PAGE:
Best fiction of 2021 | The best books of the year
JThe most anticipated, discussed and accessorized novel of the year was Sally Rooney Beautiful world, where are you (Faber), launched on a tide of tote bags and bucket hats. It’s a book about the accommodations of adulthood, playing with interiority and narrative distance as Rooney’s characters consider the purpose of friendship, sex and politics – and the difficulties of fame and writing novels – in a world on fire.
Rooney wasn’t the only highly anticipated new chapter. The masterpiece of Polish Nobel laureate Olga Tokarczuk Jacob’s Books (Fitzcarraldo) has finally reached English-speaking readers, in a powerful translation feat by Jennifer Croft: a dazzling historical panorama of both spiritual and scientific enlightenment. In 2021, we also saw the return of Jonathan Franzen, starting a beautiful family trilogy of the 70s with crossroads (4th state); Kazuo Ishiguro, whose Clara and the sun (Faber) probes the limits of emotion in the story of a sickly girl and her “artificial friend”; and acclaimed American author Gayl Jones, whose epic of the freed slaves in 17th-century Brazil, track record (Virago), took decades to prepare.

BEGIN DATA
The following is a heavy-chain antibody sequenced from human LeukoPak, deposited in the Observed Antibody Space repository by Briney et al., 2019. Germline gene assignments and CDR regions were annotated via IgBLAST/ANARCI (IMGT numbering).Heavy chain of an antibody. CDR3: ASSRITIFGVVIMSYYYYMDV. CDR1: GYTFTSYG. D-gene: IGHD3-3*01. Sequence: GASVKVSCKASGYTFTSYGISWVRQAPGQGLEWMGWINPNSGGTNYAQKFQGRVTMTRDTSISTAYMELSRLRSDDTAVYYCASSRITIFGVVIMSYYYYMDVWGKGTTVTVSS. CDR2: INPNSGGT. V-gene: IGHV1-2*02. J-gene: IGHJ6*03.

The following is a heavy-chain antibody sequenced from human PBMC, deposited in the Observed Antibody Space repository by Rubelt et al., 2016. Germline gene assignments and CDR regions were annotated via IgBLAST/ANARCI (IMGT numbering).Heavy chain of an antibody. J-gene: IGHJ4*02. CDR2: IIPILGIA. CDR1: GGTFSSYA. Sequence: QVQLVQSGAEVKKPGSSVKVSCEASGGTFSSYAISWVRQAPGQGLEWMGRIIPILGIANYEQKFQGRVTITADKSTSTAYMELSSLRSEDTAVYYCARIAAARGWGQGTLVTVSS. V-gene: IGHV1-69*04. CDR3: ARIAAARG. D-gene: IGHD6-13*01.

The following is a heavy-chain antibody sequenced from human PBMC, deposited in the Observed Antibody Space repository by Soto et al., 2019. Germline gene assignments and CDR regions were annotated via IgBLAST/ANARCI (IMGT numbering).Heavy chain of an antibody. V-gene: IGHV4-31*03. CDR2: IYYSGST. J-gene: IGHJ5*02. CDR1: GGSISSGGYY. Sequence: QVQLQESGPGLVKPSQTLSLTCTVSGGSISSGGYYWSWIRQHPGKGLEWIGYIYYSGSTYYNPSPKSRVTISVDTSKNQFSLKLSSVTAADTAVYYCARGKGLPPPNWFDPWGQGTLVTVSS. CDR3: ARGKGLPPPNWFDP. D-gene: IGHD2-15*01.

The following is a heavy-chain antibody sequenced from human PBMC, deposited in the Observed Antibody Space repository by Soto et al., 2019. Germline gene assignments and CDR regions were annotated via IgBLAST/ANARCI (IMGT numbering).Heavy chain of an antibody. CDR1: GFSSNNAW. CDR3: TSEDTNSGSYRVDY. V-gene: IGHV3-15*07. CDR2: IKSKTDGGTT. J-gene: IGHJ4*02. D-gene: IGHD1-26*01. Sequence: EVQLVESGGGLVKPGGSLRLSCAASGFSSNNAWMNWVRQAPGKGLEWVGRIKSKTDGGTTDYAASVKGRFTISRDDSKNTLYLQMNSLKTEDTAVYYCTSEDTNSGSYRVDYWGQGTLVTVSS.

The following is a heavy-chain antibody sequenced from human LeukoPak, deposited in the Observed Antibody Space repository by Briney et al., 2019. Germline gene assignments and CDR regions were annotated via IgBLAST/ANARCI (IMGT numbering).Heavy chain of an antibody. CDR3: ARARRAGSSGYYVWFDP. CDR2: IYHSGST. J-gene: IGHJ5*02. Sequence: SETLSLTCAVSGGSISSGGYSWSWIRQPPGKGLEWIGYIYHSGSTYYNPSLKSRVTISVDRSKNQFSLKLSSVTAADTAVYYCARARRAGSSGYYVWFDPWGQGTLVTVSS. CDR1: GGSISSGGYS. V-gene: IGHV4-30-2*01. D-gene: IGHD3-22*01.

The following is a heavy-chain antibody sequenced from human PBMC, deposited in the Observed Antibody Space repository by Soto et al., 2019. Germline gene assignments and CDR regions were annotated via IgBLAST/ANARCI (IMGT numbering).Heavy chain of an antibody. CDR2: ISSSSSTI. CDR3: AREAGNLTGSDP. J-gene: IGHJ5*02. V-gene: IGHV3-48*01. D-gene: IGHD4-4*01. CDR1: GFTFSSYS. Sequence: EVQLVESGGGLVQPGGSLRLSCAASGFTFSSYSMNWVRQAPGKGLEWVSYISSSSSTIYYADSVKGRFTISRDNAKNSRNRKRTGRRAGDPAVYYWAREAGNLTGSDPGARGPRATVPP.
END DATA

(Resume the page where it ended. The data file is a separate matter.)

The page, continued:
Pat Barker’s The Women of Troy (Hamish Hamilton) continued her streak reclaiming women’s voices in ancient conflicts, while Elizabeth Strout revisited her heroine Lucy Barton in the softly comedic and emotionally sharp film Oh William! (Viking). At Ruth Ozeki’s The Book of Form and Void (Canongate), her first novel since A Tale for the Time Being, selected by Booker in 2013, is an ironic, metafictional take on grief, attachment and growth. After traveling through the mind of Henry James in 2004’s The Master, Colm Tóibín created a comprehensive insight into the life and times of Thomas Mann at The magician (Viking). There’s been a shift in tone for Colson Whitehead, with a bubbly heist novel set amid the civil rights movement, Harlem mix (Flotte), while the French author Maylis de Kerangal considered art and trompe-l’oeil with a characteristic style in painting time (MacLehose, translated by Jessica Moore).